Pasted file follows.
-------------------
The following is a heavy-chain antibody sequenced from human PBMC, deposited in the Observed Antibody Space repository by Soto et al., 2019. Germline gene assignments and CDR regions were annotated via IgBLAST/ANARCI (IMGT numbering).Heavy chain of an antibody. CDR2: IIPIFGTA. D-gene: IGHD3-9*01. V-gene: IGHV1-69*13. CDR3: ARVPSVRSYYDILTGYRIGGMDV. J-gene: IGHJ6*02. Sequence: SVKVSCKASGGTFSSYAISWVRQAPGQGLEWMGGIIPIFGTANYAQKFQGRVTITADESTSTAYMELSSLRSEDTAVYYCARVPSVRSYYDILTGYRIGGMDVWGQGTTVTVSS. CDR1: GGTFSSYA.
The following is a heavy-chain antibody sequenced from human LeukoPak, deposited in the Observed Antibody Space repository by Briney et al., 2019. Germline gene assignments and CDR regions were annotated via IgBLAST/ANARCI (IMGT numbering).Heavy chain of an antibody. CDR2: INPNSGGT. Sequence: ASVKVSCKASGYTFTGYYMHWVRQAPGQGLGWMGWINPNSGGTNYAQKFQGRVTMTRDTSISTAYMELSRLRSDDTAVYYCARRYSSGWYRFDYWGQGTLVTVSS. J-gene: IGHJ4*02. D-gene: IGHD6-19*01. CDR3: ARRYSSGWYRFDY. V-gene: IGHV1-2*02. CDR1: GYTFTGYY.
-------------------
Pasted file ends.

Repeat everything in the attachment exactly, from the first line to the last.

The following is a heavy-chain antibody sequenced from human PBMC, deposited in the Observed Antibody Space repository by Soto et al., 2019. Germline gene assignments and CDR regions were annotated via IgBLAST/ANARCI (IMGT numbering).Heavy chain of an antibody. CDR2: IIPIFGTA. D-gene: IGHD3-9*01. V-gene: IGHV1-69*13. CDR3: ARVPSVRSYYDILTGYRIGGMDV. J-gene: IGHJ6*02. Sequence: SVKVSCKASGGTFSSYAISWVRQAPGQGLEWMGGIIPIFGTANYAQKFQGRVTITADESTSTAYMELSSLRSEDTAVYYCARVPSVRSYYDILTGYRIGGMDVWGQGTTVTVSS. CDR1: GGTFSSYA.
The following is a heavy-chain antibody sequenced from human LeukoPak, deposited in the Observed Antibody Space repository by Briney et al., 2019. Germline gene assignments and CDR regions were annotated via IgBLAST/ANARCI (IMGT numbering).Heavy chain of an antibody. CDR2: INPNSGGT. Sequence: ASVKVSCKASGYTFTGYYMHWVRQAPGQGLGWMGWINPNSGGTNYAQKFQGRVTMTRDTSISTAYMELSRLRSDDTAVYYCARRYSSGWYRFDYWGQGTLVTVSS. J-gene: IGHJ4*02. D-gene: IGHD6-19*01. CDR3: ARRYSSGWYRFDY. V-gene: IGHV1-2*02. CDR1: GYTFTGYY.